She was breathless when she shuffled her way slowly into the consultation room. Her feet were swollen from ankles up to the legs. After climbing up the examination couch with some difficulty and pointing at her huge tummy, she asked, “Doc, can I deliver my baby soon?”
N,32 and a first-time mum was at her 36 weeks of gestation. There was no history suggesting viral infection during her antenatal period. She was not a carrier of thalassemia and her blood group was O Rh+ve. Glucose tolerance test was normal and blood tests for rubella( German Measle), syphilis and toxoplasma were negative
Non-invasive prenatal test (NIPT) was normal. Ultrasound scan for foetal anomalies at 22 weeks gestation did not reveal any obvious structural defects. Foetal weight was average and the amniotic fluid index (AFI) was normal. However, during the growth scan at 32 weeks of gestation, the amniotic fluid was noted to be excessive with an AFI of 28.
N was suffering from a condition called polyhydramnios.
What is polyhydramnios?
Amniotic fluid is a clear liquid that surrounds the foetus inside the womb. It promotes foetal growth, helps develop its lungs, keeps a constant temperature around the baby and acts as a protective cushion for the baby.
The amount of amniotic fluid is greatest at about 34 weeks of gestation when it averages 800ml. At 40 weeks of gestation, the level drops down to about 600ml.
Polyhydramnios occurs when the volume of amniotic fluid exceeds normal levels. It is present in about 1 to 2 percent of pregnancies. Most cases are usually mild and result from a gradual buildup of amniotic fluid during the second half of pregnancy. But in severe cases, major complications to the mother and baby can appear.
What are the causes of polyhydramnios?
In 50-60% of severe cases, the cause is unclear. Some of the known causes include:
· A birth defect that affects the baby's digestive or central nervous system
· Maternal diabetes before or during pregnancy
· Big baby
· Twin pregnancy
· Foetal anaemia: A lack of red blood cells in the baby
· Blood incompatibilities between mother and baby
· Infection during pregnancy
What are the symptoms of polyhydramnios?
Mild polyhydramnios is generally innocuous. In severe case, the symptoms include
· Shortness of breath or discomfort in breathing
· Swelling in the lower extremities and abdominal wall
· Uterine discomfort or contractions
· Difficulties or discomfort in urination
· Swollen vulva
How is polyhydramnios diagnosed?
Polyhydramnios is diagnosed by ultrasound examination. There are two ways of measuring amniotic fluid: amniotic fluid index (AFI) or maximum pool depth (MPD). They have fairly similar diagnostic accuracy. However, AFI is more commonly used.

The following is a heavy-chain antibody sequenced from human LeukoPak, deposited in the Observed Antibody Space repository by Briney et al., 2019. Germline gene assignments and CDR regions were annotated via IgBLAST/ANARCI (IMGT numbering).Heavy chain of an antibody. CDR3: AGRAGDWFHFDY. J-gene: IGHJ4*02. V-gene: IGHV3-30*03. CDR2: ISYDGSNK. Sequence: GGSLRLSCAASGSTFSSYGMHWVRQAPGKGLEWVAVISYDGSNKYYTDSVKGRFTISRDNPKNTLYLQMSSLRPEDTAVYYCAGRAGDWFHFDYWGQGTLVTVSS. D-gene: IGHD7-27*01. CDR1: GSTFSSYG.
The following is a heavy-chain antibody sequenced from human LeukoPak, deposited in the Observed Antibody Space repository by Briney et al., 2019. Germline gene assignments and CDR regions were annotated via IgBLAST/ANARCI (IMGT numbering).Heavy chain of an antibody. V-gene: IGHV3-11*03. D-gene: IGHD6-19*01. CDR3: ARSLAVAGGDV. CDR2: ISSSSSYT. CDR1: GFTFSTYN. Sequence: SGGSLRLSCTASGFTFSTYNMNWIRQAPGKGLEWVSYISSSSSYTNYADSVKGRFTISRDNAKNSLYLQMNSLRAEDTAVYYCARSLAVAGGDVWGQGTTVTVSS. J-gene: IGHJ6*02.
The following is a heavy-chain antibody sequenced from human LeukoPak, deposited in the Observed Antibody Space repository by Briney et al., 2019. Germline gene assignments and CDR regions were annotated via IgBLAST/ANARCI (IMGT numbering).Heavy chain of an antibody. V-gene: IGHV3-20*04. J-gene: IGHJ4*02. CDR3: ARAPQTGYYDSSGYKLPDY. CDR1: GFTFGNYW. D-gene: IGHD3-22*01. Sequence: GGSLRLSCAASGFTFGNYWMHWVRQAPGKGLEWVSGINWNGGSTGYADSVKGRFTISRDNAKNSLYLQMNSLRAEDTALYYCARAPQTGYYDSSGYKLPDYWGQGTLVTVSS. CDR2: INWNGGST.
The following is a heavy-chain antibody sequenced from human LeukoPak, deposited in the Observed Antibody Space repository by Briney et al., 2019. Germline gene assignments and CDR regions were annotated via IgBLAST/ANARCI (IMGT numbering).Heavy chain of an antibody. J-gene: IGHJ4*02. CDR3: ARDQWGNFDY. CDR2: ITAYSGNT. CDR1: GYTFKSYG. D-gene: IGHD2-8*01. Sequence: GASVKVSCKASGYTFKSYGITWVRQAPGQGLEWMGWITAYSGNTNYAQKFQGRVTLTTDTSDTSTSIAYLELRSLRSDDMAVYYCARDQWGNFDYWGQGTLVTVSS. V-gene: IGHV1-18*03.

AFI is calculated by measuring the maximum vertical pocket of fluid in four quadrants of the uterus and adding them together. An AFI of 25 cm or more indicates polyhydramnios.
Complications of polyhydramnios
Polyhydramnios is associated with the following complications:
Prematurity: excess amniotic fluid can trigger preterm labour or premature rupture of membranes and increase the chances of a baby being born prematurely.
Big baby: Polyhydramnios is commonly associated with big babies. This may lead to increased incidence of caesarean section and /or birth trauma during vaginal delivery.
Placental Abruption: The placenta prematurely separates from the wall of the uterus before delivery resulting in foetal asphyxia
Foetal Malposition: With too much fluid in the womb the baby may assume various positions instead of the normal head-down position during delivery.
Umbilical Cord Prolapse: This is the most dangerous complication when the umbilical cord drops into the vagina ahead of the baby.
Postpartum haemorrhage: Heavy bleeding can occur from lack of uterine muscle tone after delivery
How is polyhydramnios managed?
In the majority of cases, no medical intervention is required.
If the mother feels breathless, drainage of the amniotic fluid or amnioreduction can be considered. However, this may cause infection and placental abruption.
Medications like indomethacin may be used to reduce foetal urine output. But due to the risk of foetal heart problems, it is not recommended after 32 weeks of gestation.
Timing and mode of delivery will depend on the stage of pregnancy, foetal position and presence of complications.
As the foetus was lying horizontally across the mother’s abdomen (transverse lie) N was advised to have a caesarean section. A healthy baby boy weighing 3 kg was delivered. A nasogastric tube was passed down the baby's food passage to ensure there was no blockage before feeding. Both the mother and child were discharged well 3 days after the operation.